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about 200 woke up here, displaced, wondering what will come next. everything happening quickly earlier this week. many of them are forced to pick up the pieces, and in some cases have high hopes of rebuilding. a few minutes ago we walked inside, spoke to some of the residents here at the shelter. and we spoke to a woman in particular describing what it was like as she was fleeing the forward-looking statements with her husband. and some of the pets that she considers family. >> all that was left. this was a two-story home. it was so burned that if you took what was left and -- you could put it in half a garbage dumpster. that's how hot that fire was. i'm talking these kind of crates -- they're gone. they're just melted beyond belief. >>. >> reporter: in spite of the loss of property, at least 13 sadly did not make it. there's an incredible amount of
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resilience here. the woman you heard from, trish, forced to escape with her husband and about 11 show dogs, six hers, five others from her neighbors. it goes to show how fast they had to pick up whatever they could because chances are what stayed behind was destroyed. today, the second opportunity the people have to return home and find out what if anything is still salvageable. >> sad situation indeed. thank you very much. polo sandoval. and of course for information on how you can help the victims of the tennessee wildfires, head to still to come the next hour, more on breaking news of the deadly warehouse fire in oakland, california. imy moderate to severeng crohn's disease. i didn't think there was anything else to talk about. but then i realized there was. so, i finally broke the silence with my doctor about what i was experiencing. he said humira is for people like me who have tried other medications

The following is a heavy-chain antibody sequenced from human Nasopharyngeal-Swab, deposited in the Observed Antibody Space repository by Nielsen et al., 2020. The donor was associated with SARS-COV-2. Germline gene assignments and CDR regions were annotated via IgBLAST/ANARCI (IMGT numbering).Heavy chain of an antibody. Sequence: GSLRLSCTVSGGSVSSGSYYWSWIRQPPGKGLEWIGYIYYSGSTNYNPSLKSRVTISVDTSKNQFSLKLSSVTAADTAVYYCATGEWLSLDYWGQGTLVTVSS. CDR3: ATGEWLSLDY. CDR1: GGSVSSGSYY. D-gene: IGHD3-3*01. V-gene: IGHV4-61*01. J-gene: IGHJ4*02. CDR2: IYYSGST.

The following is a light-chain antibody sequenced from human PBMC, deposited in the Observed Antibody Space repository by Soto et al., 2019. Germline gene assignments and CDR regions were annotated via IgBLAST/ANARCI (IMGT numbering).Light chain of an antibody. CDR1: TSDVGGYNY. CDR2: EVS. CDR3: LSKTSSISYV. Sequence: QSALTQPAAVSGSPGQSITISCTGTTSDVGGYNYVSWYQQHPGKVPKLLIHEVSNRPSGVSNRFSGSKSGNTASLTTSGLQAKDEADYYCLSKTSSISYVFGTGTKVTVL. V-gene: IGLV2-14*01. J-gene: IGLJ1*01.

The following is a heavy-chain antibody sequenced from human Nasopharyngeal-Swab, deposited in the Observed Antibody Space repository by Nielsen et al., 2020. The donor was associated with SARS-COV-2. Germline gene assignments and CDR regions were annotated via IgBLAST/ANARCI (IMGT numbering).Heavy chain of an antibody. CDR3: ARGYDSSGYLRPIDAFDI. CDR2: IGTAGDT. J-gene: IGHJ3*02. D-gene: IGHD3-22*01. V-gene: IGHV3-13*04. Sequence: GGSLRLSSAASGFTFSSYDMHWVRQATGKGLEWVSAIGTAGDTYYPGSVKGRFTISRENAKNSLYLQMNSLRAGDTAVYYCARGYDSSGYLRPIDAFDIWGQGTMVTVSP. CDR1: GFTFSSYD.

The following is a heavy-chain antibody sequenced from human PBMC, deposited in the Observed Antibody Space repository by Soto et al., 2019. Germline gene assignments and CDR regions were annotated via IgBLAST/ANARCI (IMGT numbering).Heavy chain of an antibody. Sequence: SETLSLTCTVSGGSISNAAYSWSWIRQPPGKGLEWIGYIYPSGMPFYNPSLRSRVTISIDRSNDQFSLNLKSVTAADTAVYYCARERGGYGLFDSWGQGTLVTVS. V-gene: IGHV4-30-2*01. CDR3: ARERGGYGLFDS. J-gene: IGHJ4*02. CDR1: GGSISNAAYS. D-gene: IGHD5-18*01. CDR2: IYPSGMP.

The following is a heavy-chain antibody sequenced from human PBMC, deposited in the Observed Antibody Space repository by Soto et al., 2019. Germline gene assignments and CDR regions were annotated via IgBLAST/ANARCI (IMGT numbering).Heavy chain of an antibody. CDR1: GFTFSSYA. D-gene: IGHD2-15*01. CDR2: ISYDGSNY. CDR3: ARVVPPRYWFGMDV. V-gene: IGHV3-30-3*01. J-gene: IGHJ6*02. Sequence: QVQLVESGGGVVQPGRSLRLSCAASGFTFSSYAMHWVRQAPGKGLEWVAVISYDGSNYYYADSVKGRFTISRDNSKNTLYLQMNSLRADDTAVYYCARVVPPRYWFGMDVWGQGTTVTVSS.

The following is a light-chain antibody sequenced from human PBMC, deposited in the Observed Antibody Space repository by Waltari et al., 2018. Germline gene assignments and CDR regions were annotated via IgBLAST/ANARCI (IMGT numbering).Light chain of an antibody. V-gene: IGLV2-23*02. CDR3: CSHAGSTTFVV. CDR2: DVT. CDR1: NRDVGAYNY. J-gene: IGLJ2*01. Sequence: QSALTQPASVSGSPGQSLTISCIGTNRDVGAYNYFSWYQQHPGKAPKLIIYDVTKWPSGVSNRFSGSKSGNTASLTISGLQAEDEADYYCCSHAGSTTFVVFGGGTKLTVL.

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but still experience the symptoms of moderate to severe crohn's disease. in clinical studies, the majority of patients on humira saw significant symptom relief. and many achieved remission. humira can lower your ability to fight infections, including tuberculosis. serious, sometimes fatal infections and cancers, including lymphoma, have happened; as have blood, liver, and nervous system problems, serious allergic reactions, and new or worsening heart failure. before treatment, get tested for tb. tell your doctor if you've been to areas where certain fungal infections are common, and if you've had tb, hepatitis b, are prone to infections, or have flu-like symptoms or sores. don't start humira if you have an infection. if you're still just managing your symptoms, talk with your gastroenterologist about humira. with humira, remission is possible.